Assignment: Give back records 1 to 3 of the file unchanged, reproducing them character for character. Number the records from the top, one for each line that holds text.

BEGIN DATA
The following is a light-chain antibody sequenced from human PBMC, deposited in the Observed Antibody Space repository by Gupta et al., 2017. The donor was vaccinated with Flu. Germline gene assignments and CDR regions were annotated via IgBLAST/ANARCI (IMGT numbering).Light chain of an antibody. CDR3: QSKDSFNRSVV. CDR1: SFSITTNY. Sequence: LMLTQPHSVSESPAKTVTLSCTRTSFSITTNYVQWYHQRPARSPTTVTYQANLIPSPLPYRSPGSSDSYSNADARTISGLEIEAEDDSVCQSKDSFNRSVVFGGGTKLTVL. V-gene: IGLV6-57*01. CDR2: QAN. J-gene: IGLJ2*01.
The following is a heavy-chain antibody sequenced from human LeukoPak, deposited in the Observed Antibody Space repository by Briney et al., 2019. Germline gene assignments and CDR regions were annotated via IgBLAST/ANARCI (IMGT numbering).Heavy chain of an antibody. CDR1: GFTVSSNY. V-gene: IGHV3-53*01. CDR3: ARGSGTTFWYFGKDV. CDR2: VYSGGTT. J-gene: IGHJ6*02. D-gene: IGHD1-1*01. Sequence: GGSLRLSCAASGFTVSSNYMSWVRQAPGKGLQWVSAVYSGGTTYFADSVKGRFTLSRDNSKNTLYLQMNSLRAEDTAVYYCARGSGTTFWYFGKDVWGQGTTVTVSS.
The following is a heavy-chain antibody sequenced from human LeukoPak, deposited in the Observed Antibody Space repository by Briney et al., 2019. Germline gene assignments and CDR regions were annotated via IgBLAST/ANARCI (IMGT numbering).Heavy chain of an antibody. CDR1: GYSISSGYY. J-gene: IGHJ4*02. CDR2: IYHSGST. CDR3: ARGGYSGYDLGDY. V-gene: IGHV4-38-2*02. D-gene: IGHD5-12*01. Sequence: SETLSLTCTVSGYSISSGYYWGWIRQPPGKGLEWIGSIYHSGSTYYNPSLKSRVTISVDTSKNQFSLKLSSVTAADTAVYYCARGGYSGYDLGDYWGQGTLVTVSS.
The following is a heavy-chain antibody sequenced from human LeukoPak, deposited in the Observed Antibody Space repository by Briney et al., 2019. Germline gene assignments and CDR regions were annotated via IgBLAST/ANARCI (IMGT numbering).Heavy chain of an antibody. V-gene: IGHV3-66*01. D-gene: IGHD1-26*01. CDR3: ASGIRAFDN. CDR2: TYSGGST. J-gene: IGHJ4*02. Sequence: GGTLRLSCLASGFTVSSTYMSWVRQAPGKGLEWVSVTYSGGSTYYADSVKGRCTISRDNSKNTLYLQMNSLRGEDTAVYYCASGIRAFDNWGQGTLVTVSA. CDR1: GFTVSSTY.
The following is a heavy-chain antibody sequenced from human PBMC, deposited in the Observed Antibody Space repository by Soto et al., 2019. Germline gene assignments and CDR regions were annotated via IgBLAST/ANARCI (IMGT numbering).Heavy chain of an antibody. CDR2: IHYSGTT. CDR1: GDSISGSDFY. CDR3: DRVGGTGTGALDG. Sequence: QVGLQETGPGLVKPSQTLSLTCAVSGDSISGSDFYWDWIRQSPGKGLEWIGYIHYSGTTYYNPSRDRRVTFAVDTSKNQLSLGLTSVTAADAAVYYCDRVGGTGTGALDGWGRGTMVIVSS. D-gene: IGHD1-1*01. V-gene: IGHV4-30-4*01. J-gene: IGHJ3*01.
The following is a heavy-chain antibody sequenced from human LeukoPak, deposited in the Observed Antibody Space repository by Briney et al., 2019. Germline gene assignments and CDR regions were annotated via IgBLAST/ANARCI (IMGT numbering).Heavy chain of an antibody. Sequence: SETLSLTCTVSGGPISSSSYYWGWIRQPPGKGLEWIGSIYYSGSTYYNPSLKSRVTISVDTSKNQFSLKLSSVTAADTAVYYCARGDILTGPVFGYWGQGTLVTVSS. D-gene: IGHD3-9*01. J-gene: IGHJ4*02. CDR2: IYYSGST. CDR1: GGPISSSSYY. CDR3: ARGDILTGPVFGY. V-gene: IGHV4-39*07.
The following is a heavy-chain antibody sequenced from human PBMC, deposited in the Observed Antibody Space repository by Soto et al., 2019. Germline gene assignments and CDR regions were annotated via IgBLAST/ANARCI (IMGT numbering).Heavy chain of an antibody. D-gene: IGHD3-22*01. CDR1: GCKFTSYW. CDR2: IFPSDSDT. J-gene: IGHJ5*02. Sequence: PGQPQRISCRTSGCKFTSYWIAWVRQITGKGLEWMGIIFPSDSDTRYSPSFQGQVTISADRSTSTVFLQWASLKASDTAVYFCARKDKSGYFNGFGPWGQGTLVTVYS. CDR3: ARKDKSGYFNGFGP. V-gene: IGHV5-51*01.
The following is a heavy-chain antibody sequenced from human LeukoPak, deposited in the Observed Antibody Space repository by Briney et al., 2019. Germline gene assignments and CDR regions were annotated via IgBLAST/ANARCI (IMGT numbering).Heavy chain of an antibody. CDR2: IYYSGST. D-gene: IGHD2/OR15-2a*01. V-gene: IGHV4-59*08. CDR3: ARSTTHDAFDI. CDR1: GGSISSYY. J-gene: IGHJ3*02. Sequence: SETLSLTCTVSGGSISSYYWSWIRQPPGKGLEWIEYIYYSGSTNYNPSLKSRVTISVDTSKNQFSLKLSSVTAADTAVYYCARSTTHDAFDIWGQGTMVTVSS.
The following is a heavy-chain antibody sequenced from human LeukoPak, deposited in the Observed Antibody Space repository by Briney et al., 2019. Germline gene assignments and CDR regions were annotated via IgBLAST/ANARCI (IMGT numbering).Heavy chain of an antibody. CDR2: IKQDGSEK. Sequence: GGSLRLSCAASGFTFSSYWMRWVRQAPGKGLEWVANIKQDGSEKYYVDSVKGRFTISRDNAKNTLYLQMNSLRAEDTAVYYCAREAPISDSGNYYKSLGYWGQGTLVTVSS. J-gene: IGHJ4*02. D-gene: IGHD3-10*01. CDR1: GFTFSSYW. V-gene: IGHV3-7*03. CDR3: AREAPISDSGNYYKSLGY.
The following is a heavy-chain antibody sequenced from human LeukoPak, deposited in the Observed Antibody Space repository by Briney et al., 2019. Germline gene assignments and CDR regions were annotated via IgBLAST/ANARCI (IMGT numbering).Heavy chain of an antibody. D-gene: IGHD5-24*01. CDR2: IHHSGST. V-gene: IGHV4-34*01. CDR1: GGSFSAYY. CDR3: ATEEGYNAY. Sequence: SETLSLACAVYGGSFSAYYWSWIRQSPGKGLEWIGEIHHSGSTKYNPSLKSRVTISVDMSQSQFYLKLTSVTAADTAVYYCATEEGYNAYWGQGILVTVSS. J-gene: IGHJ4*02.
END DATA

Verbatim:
The following is a light-chain antibody sequenced from human PBMC, deposited in the Observed Antibody Space repository by Gupta et al., 2017. The donor was vaccinated with Flu. Germline gene assignments and CDR regions were annotated via IgBLAST/ANARCI (IMGT numbering).Light chain of an antibody. CDR3: QSKDSFNRSVV. CDR1: SFSITTNY. Sequence: LMLTQPHSVSESPAKTVTLSCTRTSFSITTNYVQWYHQRPARSPTTVTYQANLIPSPLPYRSPGSSDSYSNADARTISGLEIEAEDDSVCQSKDSFNRSVVFGGGTKLTVL. V-gene: IGLV6-57*01. CDR2: QAN. J-gene: IGLJ2*01.
The following is a heavy-chain antibody sequenced from human LeukoPak, deposited in the Observed Antibody Space repository by Briney et al., 2019. Germline gene assignments and CDR regions were annotated via IgBLAST/ANARCI (IMGT numbering).Heavy chain of an antibody. CDR1: GFTVSSNY. V-gene: IGHV3-53*01. CDR3: ARGSGTTFWYFGKDV. CDR2: VYSGGTT. J-gene: IGHJ6*02. D-gene: IGHD1-1*01. Sequence: GGSLRLSCAASGFTVSSNYMSWVRQAPGKGLQWVSAVYSGGTTYFADSVKGRFTLSRDNSKNTLYLQMNSLRAEDTAVYYCARGSGTTFWYFGKDVWGQGTTVTVSS.
The following is a heavy-chain antibody sequenced from human LeukoPak, deposited in the Observed Antibody Space repository by Briney et al., 2019. Germline gene assignments and CDR regions were annotated via IgBLAST/ANARCI (IMGT numbering).Heavy chain of an antibody. CDR1: GYSISSGYY. J-gene: IGHJ4*02. CDR2: IYHSGST. CDR3: ARGGYSGYDLGDY. V-gene: IGHV4-38-2*02. D-gene: IGHD5-12*01. Sequence: SETLSLTCTVSGYSISSGYYWGWIRQPPGKGLEWIGSIYHSGSTYYNPSLKSRVTISVDTSKNQFSLKLSSVTAADTAVYYCARGGYSGYDLGDYWGQGTLVTVSS.